Good news, the US has all its ducks in line for a war with Russia. From Leonard Savin at orientalreview.org:
The RAND Corporation recently published a document entitled Overextending and Unbalancing Russia. Assessing the Impact of Cost-Imposing Options. The study is the collective effort of experienced diplomats, including former Assistant Secretary of State for Europe and US Ambassador to the European Union James Dobbins; a professor (Brookings Institution, American Enterprise Institute, National Defence University) and military intelligence branched lieutenant colonel in the Army Reserve, Raphael Cohen; and seven other RAND researchers who specialise in international relations, the military industry, intelligence, politics, and technology.
It is a practical recommendation for how the US can use Russia’s weakness and vulnerability to further limit its political and economic potential.
It is also a kind of summary of a much more extensive monograph of some 300-odd pages entitled Extending Russia. Competing from Advantageous Ground by the same authors.
So what, exactly, are these influential political analysts suggesting to the American establishment?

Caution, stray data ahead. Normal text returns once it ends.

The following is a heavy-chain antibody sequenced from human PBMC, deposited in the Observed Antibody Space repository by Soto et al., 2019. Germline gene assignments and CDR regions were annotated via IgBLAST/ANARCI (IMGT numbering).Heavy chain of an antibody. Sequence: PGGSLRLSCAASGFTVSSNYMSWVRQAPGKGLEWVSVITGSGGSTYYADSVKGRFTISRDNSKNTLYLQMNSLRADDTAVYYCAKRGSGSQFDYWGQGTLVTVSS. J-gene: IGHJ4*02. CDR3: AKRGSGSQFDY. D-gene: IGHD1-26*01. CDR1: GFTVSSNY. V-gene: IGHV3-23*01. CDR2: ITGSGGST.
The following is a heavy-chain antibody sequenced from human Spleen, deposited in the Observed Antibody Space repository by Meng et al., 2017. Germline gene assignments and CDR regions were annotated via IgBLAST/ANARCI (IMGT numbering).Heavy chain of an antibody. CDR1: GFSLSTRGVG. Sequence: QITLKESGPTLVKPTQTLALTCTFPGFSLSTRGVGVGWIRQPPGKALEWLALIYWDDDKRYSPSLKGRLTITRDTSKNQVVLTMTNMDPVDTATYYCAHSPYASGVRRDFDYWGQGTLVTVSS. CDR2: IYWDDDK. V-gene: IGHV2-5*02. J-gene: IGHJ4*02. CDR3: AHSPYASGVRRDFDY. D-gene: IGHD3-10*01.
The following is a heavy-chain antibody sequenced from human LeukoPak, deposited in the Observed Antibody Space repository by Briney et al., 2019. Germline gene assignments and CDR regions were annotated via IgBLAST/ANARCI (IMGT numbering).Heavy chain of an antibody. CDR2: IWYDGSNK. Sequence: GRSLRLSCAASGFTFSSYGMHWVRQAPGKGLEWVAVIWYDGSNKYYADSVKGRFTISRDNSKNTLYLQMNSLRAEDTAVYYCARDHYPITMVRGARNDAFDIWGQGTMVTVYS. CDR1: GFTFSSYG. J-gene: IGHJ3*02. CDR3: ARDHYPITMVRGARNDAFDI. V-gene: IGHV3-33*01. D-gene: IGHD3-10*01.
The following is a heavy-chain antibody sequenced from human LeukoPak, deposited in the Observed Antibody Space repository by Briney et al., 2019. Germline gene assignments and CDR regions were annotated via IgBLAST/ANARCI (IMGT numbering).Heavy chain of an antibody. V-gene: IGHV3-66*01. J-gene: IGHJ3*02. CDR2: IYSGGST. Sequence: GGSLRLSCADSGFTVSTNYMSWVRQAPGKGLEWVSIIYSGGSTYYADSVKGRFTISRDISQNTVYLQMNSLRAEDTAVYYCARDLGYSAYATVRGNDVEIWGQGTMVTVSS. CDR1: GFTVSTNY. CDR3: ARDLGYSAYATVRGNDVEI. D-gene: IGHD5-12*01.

Their full spectrum of operations is divided into four sections – economic, geopolitical, ideological and informational, and military measures. It is clear that the experts approached the development of their strategy rationally by measuring the potential costs for the US itself.
The economic section consists of four options that Russia has already been directly affected by in previous years. The first of these is expanding the production and export of US energy resources, which would affect global prices and therefore limit Russia’s profits. The second is strengthening sanctions, where the involvement of other countries in such a process is seen as essential. Next is helping Europe find new gas suppliers, including for LNG supplies. And, finally, encouraging migration from Russia to other countries, especially with regard to skilled workers and educated young people. It is assumed that the first three options would be the most beneficial to the US, although imposing deeper sanctions could bring certain risks.